One of the many challenges I face with my clients is creating content that is visually appealing and informative, while also motivating them to make a purchase. While plenty of seminars, professionals, and books will tell you there are “five steps to success” or best practices, in the end, knowing your customer’s buying mindset will give you the greatest amount of leverage.
I found over the years of that in most cases, buyers break down into the following mindsets:
The hunter, typically male and middle-aged, is too busy or doesn’t require the support of reviews and social backing in order to make a purchase. You succeed with this customer by using globally deployed imagery and basic product facts, with a clearly visible “buy” link. Quick entry to commerce are such items as, large buttons with labels such as “buy at store now” or in many cases content imagery that is designed to look clickable in an effort to entice action. You don’t pussyfoot around with this type of consumer. Simply give them the facts and assign trust assurance items such as 100 percent guaranteed; free shipping; “will match competitors prices.”
The Den Mother:
The Den Mother, often the mother or head of household that is overseeing a larger family collective, wants to be enticed by the product or service in such a way that it is fulfilling to all parties concerned. Therefore, the voice of your copy and imagery should support initiatives beyond the simple needs of the consumer. This content should reflect the fact that it is helpful; loved by all; and ensures success. In addition, this consumer is often bound with a perceived limited amount of time, and for overtly busy schedule. Therefore, constructing contextual scenarios that convey time savings can also support purchase.
The romancer, just as its name would convey, is usually the planner of the household, and in many cases female. This type of consumer wants to experience your product through the eyes of testimonials, stories, ratings, and reviews. They want to feel confident in their purchase, but also want a sense of experience with it prior to the actual purchase. Great sites such as zappos.com utilize video to show products in such a way that it conveys not only usage, but feelings, styles, and supportive advocacy creating trust that the decision is correct.
This style of consumer is very typical in the travel industry. Therefore, as one might expect, you will find imagery that supports comfort, intimacy, luxury, and accommodations in an effort to persuade this user to purchase.
Exactly what you would expect out of a researcher mindset will be content marketing objectives such as comparisons, charts, and previous user testimonial. Bear in mind that ratings and reviews used to go a long way. However, ratings and reviews no longer hold as much trust as they previously did. People are savvy enough to understand now that a lot of this content is actually manufactured on behalf of the brands or their competitors. That said, constructing authenticity around your product or service will benefit you to the researcher. Suggestions might include such aspects as “pros and cons” or levels of product such as small business, large business, enterprise, and more.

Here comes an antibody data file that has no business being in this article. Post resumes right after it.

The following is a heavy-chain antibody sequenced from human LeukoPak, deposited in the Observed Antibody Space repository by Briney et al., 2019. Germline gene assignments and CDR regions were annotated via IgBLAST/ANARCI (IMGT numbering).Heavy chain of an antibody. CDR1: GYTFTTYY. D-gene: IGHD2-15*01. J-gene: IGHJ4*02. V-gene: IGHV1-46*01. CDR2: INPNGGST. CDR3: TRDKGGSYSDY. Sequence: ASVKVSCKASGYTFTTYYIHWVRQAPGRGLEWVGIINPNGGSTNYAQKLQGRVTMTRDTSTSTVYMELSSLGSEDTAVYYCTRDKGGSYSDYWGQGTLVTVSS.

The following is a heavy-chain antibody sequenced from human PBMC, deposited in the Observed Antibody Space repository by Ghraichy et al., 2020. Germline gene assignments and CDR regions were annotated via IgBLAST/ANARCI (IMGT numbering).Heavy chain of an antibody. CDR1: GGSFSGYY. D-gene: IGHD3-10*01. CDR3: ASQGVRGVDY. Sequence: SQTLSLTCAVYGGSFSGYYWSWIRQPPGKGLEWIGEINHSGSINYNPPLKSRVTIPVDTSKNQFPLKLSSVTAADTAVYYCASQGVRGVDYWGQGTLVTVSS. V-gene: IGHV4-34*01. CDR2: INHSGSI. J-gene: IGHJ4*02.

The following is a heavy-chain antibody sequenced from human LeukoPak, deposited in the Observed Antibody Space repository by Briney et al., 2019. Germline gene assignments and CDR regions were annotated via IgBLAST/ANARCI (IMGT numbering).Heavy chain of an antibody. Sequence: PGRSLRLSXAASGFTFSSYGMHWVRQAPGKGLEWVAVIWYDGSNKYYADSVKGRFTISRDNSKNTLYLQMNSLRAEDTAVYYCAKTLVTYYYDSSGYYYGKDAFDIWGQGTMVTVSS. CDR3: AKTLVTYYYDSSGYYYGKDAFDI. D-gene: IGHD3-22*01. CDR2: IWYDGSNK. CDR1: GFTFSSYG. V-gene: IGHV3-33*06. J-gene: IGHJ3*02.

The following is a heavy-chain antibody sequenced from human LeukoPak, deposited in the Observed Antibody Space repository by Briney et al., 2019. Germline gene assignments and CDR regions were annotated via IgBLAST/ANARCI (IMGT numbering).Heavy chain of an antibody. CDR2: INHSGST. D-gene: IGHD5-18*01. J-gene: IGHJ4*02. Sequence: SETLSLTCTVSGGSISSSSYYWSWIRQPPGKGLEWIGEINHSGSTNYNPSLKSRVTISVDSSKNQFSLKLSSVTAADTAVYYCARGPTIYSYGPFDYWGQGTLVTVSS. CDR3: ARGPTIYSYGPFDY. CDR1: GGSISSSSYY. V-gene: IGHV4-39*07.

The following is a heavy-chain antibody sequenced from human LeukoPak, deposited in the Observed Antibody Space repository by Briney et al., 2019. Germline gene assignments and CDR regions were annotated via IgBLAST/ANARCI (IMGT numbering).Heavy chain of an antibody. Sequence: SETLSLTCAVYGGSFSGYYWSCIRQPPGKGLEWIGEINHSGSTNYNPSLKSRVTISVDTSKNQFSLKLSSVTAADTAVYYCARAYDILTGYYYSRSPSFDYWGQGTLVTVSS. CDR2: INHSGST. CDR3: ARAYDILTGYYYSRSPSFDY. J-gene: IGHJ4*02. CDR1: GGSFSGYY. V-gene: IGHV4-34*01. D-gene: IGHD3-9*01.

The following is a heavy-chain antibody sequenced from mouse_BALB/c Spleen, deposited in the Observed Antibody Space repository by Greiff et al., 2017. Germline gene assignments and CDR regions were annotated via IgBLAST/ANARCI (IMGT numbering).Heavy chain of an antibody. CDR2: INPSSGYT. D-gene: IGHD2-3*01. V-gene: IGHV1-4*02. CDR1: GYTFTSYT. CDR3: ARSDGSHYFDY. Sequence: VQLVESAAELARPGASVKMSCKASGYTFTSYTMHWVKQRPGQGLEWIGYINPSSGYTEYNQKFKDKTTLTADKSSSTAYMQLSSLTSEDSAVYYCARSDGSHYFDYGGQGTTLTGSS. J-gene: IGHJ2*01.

Once you start to see the way different companies market and position their content, you’ll understand the type of mindset that THEY BELIEVE their consumer has.
But how do you ensure success with consumer mindset? Testing, testing, testing. Any opportunity that you have when you send out emails, do social media, or construct visuals and messaging, be sure to test each delivery with its own unique directive. The “calls to action” or hero visuals do not necessarily needed to be dynamically opposed to one another. However, it’s best that you have varying styles of messaging to ensure success.
A/B Test any one of the following (consistently):
- Email subject lines
- Social media posting lengths
- Videos versus photos
- Single photos versus galleries
- Varying amount of detail when it comes to the specifications of your product
- Differentiate your commerce by flow
- Vary your call to action
- Reports regarding your UI/UX touch points based on your consumer’s path through the commerce component
- Claims and offers
- Coupon types
- Rewards programs
Clearly this list can go on and on. There is no end to prototyping and testing for proper assurance that you are connecting directly with your best guess at your consumer’s mindset.
Only you will ultimately know the mindset of your consumers. I would also suggest that you do a deep dive in mapping the demographic, psychographic, and persona of your ideal customer and secondary customer. Once you have this in place, it will give you a firm understanding of whether or not the visual and contextual directives you are creating will cast the appropriate perception and lead to sales.